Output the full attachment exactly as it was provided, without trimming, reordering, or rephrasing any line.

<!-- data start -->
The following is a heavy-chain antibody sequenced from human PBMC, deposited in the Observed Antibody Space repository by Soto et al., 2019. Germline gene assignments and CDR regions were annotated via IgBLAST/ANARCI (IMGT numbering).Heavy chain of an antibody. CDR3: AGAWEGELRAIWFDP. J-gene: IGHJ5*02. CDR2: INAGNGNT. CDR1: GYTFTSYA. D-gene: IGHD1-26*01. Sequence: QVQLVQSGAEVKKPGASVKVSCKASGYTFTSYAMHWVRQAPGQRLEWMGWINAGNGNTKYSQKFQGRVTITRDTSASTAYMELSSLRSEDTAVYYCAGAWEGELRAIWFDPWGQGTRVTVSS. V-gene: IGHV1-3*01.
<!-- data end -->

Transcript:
The following is a heavy-chain antibody sequenced from human PBMC, deposited in the Observed Antibody Space repository by Soto et al., 2019. Germline gene assignments and CDR regions were annotated via IgBLAST/ANARCI (IMGT numbering).Heavy chain of an antibody. CDR3: AGAWEGELRAIWFDP. J-gene: IGHJ5*02. CDR2: INAGNGNT. CDR1: GYTFTSYA. D-gene: IGHD1-26*01. Sequence: QVQLVQSGAEVKKPGASVKVSCKASGYTFTSYAMHWVRQAPGQRLEWMGWINAGNGNTKYSQKFQGRVTITRDTSASTAYMELSSLRSEDTAVYYCAGAWEGELRAIWFDPWGQGTRVTVSS. V-gene: IGHV1-3*01.